These hair pins were in a case when I last shot in Rotterdam. I don’t have my notes with me to credit the owner, but I’ll try to update when I am back in the studio.
I also wanted to mention that the folks at outhistory.org sent me an interesting link about Lucy Ann Lobdell, who was a patient at Willard. And Claire Potter posted about the project on their blog. Thanks to Jonathan Ned Katz and Claire.
Peg and I had a very productive day yesterday. We made it through an entire storage box of suitcases; we must have shot at least 14. Most were close to being empty. This safety pin was (barely) holding one of the ribbons that secures items on the bottom of the case. It is a lovely shade of green. This case belonged to Mary E. B.
I am sitting in terminal 3 at Heathrow waiting to be picked up by John Wilson. Nice to be back in England.
I took the train into New York City (125th Street Station) yesterday to speak to faculty and students at The Columbia Center for Archaeology. One of the (newly tenured!) faculty, Zoe Crossland, had been an early supporter of the suitcases, and through her I was introduced to Brian Boyd, who directs the center. I spoke there two years ago and really enjoyed interacting with the whole group. When I present to organizations like this, I get so much positive feedback that it really fuels me to keep going. Yesterday, it was mostly grad students and faculty and I was thrilled to interact with folks who are so involved in their own projects. As the shooting begins to wind down, I hope to be able to spend a lot of time at colleges and universities talking about the collection. So thanks to Zoe and Brian. It was a great experience.
I’m back from the TEDx event at the Vineyard. It was an intense couple of days and was really interesting. Aside from my usual anxiety about presenting the project to people, my biggest concern was how to get 10 20 x 24 inch framed prints from my house to the venue. It all worked out, but it was a bit nerve wracking.
I was really happy that I was only showing prints, and not doing a formal presentation. I travel around and talk about the suitcases quite a lot, but mostly in give and take type of situations. The idea of standing up and delivering a 15 minute presentation still seems a bit intimidating. It was really helpful though to watch how others talk about their work in this type of format, and I learned a ton about how I want to refine my presentations.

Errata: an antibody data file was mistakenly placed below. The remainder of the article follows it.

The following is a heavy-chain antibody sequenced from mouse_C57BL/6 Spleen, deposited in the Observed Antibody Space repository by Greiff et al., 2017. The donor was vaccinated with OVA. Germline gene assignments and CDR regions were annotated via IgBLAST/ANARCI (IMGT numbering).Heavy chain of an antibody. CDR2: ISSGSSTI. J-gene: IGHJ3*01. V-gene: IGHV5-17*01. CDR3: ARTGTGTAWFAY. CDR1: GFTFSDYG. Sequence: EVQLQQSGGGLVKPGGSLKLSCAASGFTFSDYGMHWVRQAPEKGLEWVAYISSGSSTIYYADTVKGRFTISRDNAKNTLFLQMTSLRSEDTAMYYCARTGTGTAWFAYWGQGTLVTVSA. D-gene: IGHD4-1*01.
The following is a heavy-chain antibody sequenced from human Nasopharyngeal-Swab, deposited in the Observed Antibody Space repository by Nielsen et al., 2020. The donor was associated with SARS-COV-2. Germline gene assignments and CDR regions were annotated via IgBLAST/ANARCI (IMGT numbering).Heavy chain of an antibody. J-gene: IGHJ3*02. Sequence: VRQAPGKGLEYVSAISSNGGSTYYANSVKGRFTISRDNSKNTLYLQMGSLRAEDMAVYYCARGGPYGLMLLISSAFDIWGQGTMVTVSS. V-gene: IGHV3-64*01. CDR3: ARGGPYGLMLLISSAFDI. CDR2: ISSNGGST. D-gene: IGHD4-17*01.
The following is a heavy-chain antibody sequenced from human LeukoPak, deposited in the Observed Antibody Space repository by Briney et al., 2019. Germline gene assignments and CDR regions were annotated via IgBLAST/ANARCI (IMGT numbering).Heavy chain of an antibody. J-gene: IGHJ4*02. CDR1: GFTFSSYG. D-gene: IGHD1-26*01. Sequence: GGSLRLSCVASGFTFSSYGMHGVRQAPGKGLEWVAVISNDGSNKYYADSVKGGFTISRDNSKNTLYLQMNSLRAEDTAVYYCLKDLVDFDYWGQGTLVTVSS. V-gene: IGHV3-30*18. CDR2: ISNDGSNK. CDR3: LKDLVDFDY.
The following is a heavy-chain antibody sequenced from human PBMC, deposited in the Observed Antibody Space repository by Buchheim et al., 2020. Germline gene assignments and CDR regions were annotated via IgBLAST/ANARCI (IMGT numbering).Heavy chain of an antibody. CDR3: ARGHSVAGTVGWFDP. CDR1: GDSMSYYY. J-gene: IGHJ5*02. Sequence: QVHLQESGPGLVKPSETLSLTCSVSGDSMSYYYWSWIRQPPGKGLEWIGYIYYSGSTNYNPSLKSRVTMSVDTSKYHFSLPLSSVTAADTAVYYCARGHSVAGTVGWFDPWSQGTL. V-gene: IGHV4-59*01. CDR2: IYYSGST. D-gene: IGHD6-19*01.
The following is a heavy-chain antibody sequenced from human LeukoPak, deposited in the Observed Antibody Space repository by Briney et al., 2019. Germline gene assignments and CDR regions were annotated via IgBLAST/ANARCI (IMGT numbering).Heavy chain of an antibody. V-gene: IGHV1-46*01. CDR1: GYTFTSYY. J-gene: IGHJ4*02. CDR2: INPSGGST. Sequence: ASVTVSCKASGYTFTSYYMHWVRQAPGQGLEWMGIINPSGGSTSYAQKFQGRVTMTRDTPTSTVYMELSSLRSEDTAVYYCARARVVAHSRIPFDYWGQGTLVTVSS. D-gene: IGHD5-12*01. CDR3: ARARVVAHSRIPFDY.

Here’s Jon Ronson giving his talk. I had read “The Psychopath Test” and seen “The Men Who Stare at Goats” and was happy to get the chance to hang out with him. So many creative and stimulating people were a part of the event, and the organizers did a great job setting up time for the participants to relax and talk about our work. It was an honor to be asked to a part of it and I am really grateful to all involved, especially Katy Decker who is an amazing bundle of energy and sweetness. It was also fantastic that my dear friend Sue Jackson, her husband Rick, and their friend Joanie made the trip over from the Cape. It meant so much to me to have familiar faces there.
The Vineyard is a really lovely place and as I hadn’t been there in years, it was great to be back.
It was only slightly weird that since the President was in residence for his vacation, the Coast Guard was out in force. I would guess it was just for training purposes, but there were three chase boats that shadowed us back to Wood’s Hole and it felt a bit strange to see a manned 50 caliber machine gun so near to the ferry.
I am hoping to post more here over the next week. Thanks, as usual, for following.
Peggy and I are were back shooting last week, and found John H’s case to be really interesting. More cutlery and lots of tools and knives.
I wanted to mention that I have been asked to participate in a TEDx event on Martha’s Vineyard on the 19th of August. Details here. I am very excited about this as I will be showing prints and getting the chance to meet some very interesting people. If any of you are able to make it, I’d be happy to see you.